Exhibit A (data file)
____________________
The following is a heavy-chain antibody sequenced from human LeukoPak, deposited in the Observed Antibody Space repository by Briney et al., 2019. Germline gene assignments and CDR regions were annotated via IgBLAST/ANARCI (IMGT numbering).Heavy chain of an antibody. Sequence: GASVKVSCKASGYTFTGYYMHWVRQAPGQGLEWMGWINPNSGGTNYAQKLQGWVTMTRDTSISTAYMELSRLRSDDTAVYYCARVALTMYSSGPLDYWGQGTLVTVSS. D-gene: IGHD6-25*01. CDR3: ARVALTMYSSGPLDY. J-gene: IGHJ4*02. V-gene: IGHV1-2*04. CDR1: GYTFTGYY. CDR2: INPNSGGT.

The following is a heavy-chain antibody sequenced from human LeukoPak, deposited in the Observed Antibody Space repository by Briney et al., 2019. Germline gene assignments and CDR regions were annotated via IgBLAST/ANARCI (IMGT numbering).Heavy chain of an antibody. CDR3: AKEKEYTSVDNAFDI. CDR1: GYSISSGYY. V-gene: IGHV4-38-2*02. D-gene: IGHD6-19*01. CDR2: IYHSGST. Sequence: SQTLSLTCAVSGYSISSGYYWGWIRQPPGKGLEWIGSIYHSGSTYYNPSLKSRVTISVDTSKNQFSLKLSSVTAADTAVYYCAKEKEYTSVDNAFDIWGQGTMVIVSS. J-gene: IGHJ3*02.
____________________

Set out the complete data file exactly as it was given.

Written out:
The following is a heavy-chain antibody sequenced from human LeukoPak, deposited in the Observed Antibody Space repository by Briney et al., 2019. Germline gene assignments and CDR regions were annotated via IgBLAST/ANARCI (IMGT numbering).Heavy chain of an antibody. Sequence: GASVKVSCKASGYTFTGYYMHWVRQAPGQGLEWMGWINPNSGGTNYAQKLQGWVTMTRDTSISTAYMELSRLRSDDTAVYYCARVALTMYSSGPLDYWGQGTLVTVSS. D-gene: IGHD6-25*01. CDR3: ARVALTMYSSGPLDY. J-gene: IGHJ4*02. V-gene: IGHV1-2*04. CDR1: GYTFTGYY. CDR2: INPNSGGT.

The following is a heavy-chain antibody sequenced from human LeukoPak, deposited in the Observed Antibody Space repository by Briney et al., 2019. Germline gene assignments and CDR regions were annotated via IgBLAST/ANARCI (IMGT numbering).Heavy chain of an antibody. CDR3: AKEKEYTSVDNAFDI. CDR1: GYSISSGYY. V-gene: IGHV4-38-2*02. D-gene: IGHD6-19*01. CDR2: IYHSGST. Sequence: SQTLSLTCAVSGYSISSGYYWGWIRQPPGKGLEWIGSIYHSGSTYYNPSLKSRVTISVDTSKNQFSLKLSSVTAADTAVYYCAKEKEYTSVDNAFDIWGQGTMVIVSS. J-gene: IGHJ3*02.